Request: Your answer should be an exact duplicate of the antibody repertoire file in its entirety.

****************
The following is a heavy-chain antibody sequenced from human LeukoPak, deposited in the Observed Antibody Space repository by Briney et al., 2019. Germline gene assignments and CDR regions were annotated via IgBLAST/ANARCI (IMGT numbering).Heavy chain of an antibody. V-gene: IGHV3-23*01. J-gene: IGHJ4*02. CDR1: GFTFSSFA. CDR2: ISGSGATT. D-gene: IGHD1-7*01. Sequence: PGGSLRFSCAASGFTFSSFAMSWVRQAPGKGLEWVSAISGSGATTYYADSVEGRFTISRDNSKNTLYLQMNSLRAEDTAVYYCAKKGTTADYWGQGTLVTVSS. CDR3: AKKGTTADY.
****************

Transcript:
The following is a heavy-chain antibody sequenced from human LeukoPak, deposited in the Observed Antibody Space repository by Briney et al., 2019. Germline gene assignments and CDR regions were annotated via IgBLAST/ANARCI (IMGT numbering).Heavy chain of an antibody. V-gene: IGHV3-23*01. J-gene: IGHJ4*02. CDR1: GFTFSSFA. CDR2: ISGSGATT. D-gene: IGHD1-7*01. Sequence: PGGSLRFSCAASGFTFSSFAMSWVRQAPGKGLEWVSAISGSGATTYYADSVEGRFTISRDNSKNTLYLQMNSLRAEDTAVYYCAKKGTTADYWGQGTLVTVSS. CDR3: AKKGTTADY.